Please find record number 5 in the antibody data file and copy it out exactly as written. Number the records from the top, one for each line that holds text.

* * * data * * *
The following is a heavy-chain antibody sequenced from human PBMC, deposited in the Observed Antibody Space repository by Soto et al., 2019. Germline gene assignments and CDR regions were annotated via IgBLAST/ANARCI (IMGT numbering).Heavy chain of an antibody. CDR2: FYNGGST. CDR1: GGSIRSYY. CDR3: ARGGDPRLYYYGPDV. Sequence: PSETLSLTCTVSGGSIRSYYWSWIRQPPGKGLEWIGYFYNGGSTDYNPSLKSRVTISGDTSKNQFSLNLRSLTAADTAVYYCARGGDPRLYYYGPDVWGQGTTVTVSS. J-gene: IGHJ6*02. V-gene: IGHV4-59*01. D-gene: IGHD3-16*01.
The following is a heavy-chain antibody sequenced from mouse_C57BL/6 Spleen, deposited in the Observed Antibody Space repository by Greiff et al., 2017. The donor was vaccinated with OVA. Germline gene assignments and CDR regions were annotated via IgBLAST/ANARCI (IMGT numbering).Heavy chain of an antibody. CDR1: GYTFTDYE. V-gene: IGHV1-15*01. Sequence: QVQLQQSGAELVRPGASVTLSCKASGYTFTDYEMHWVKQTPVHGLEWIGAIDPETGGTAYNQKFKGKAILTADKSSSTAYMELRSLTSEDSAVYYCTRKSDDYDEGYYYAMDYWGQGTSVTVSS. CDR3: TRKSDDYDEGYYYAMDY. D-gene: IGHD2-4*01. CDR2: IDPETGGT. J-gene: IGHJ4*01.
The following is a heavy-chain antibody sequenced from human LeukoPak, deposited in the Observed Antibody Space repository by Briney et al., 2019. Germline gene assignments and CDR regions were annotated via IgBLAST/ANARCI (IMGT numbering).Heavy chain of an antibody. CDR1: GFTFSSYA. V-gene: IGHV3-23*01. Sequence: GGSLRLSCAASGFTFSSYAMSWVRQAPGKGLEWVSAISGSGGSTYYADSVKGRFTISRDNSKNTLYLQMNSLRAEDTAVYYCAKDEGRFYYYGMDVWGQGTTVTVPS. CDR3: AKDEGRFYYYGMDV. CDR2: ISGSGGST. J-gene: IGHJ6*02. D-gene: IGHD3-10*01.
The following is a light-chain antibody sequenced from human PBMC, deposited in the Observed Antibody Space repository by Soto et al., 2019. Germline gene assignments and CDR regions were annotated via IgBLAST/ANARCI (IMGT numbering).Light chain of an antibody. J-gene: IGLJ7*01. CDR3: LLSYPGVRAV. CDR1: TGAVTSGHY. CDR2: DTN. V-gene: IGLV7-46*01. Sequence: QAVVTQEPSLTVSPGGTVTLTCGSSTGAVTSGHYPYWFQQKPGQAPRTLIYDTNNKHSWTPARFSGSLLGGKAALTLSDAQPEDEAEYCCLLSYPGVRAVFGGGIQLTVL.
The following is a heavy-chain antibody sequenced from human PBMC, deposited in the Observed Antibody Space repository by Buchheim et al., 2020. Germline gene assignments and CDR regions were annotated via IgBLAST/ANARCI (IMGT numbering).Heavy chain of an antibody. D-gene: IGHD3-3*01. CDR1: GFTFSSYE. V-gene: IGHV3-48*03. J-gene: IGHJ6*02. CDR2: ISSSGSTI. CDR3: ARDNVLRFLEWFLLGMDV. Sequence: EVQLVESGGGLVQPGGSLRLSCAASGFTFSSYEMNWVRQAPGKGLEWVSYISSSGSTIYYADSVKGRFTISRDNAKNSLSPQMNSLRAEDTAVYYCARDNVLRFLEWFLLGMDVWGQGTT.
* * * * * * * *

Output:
The following is a heavy-chain antibody sequenced from human PBMC, deposited in the Observed Antibody Space repository by Buchheim et al., 2020. Germline gene assignments and CDR regions were annotated via IgBLAST/ANARCI (IMGT numbering).Heavy chain of an antibody. D-gene: IGHD3-3*01. CDR1: GFTFSSYE. V-gene: IGHV3-48*03. J-gene: IGHJ6*02. CDR2: ISSSGSTI. CDR3: ARDNVLRFLEWFLLGMDV. Sequence: EVQLVESGGGLVQPGGSLRLSCAASGFTFSSYEMNWVRQAPGKGLEWVSYISSSGSTIYYADSVKGRFTISRDNAKNSLSPQMNSLRAEDTAVYYCARDNVLRFLEWFLLGMDVWGQGTT.